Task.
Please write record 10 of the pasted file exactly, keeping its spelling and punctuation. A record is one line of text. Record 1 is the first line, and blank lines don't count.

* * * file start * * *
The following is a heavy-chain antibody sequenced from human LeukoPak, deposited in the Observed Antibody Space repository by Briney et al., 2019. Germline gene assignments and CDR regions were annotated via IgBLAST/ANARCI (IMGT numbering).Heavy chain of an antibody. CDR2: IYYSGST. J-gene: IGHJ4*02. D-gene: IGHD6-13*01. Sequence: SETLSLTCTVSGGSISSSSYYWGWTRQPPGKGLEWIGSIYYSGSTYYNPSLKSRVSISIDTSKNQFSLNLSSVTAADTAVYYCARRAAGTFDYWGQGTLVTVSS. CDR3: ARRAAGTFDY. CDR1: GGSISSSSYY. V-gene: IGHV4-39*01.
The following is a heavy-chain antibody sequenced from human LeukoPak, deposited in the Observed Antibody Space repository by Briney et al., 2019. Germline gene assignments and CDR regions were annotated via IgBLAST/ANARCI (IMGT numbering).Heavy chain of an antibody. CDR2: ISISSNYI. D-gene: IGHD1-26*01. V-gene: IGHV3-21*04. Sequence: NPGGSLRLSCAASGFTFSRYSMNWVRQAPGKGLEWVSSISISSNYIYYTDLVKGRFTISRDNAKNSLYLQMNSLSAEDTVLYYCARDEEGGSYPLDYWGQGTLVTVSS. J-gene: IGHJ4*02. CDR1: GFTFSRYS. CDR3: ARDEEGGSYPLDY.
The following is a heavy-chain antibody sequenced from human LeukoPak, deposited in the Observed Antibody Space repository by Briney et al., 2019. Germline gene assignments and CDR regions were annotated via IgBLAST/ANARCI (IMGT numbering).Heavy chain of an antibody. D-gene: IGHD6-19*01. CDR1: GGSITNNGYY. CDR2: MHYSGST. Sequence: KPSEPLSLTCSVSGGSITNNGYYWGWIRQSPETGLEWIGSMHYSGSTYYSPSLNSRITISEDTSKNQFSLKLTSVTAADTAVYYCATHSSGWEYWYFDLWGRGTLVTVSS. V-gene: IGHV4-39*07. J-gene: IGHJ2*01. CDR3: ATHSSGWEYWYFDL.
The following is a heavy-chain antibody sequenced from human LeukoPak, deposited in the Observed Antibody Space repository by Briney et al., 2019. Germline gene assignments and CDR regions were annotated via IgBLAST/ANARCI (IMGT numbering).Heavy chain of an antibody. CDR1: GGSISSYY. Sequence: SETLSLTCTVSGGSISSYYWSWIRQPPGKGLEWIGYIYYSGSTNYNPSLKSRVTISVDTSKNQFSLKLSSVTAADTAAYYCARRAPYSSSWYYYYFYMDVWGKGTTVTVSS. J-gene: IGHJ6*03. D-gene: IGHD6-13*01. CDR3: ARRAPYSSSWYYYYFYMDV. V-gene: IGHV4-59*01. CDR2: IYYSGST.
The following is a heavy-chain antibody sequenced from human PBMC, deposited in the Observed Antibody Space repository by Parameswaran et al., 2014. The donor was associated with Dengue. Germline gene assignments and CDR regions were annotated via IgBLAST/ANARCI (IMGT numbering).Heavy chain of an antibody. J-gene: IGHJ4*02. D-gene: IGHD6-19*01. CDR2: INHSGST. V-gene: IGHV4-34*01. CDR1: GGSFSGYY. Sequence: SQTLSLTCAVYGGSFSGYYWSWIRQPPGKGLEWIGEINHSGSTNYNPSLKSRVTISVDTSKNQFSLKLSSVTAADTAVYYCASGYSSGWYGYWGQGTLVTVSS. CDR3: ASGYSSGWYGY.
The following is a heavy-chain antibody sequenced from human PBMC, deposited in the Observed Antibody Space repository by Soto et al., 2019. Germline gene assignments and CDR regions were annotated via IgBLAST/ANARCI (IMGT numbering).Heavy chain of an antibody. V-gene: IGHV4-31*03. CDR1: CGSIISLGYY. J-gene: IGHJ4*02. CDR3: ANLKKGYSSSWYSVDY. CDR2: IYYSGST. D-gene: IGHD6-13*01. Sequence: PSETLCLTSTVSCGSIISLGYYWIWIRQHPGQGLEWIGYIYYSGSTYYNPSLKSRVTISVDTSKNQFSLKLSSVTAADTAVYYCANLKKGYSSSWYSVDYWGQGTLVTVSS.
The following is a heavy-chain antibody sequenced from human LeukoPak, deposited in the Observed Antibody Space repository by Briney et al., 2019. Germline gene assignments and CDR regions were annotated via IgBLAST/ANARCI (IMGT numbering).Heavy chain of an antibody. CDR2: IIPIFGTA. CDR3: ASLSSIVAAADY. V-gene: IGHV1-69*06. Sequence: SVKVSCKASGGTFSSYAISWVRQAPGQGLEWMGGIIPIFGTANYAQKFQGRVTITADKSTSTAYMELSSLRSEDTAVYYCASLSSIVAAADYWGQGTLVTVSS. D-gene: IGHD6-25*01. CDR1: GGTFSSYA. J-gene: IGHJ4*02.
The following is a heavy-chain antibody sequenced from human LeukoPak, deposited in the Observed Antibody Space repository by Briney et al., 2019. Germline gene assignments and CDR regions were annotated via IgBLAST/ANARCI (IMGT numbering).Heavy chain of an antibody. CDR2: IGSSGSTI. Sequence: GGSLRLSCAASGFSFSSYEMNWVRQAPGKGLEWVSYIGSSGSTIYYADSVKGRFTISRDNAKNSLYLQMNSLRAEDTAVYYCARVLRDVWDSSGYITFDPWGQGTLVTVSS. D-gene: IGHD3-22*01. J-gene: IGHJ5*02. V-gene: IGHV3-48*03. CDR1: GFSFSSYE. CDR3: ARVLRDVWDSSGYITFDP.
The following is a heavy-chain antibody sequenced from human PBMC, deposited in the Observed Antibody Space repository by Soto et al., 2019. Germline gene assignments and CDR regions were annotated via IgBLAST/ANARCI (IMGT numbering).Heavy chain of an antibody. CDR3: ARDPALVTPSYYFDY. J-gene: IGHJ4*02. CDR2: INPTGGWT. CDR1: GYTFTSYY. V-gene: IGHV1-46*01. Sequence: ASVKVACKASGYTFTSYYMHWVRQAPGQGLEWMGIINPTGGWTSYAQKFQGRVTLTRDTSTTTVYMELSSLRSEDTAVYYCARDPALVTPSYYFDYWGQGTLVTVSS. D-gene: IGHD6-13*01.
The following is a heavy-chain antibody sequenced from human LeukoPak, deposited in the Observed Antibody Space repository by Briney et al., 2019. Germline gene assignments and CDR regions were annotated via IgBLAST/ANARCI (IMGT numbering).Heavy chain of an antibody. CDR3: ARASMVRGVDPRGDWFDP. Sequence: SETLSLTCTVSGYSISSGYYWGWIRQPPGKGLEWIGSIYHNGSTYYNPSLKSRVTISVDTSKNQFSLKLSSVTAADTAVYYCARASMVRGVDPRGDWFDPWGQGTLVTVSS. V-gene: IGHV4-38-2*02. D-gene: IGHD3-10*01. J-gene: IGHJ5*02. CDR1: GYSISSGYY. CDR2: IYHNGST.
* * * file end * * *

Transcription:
The following is a heavy-chain antibody sequenced from human LeukoPak, deposited in the Observed Antibody Space repository by Briney et al., 2019. Germline gene assignments and CDR regions were annotated via IgBLAST/ANARCI (IMGT numbering).Heavy chain of an antibody. CDR3: ARASMVRGVDPRGDWFDP. Sequence: SETLSLTCTVSGYSISSGYYWGWIRQPPGKGLEWIGSIYHNGSTYYNPSLKSRVTISVDTSKNQFSLKLSSVTAADTAVYYCARASMVRGVDPRGDWFDPWGQGTLVTVSS. V-gene: IGHV4-38-2*02. D-gene: IGHD3-10*01. J-gene: IGHJ5*02. CDR1: GYSISSGYY. CDR2: IYHNGST.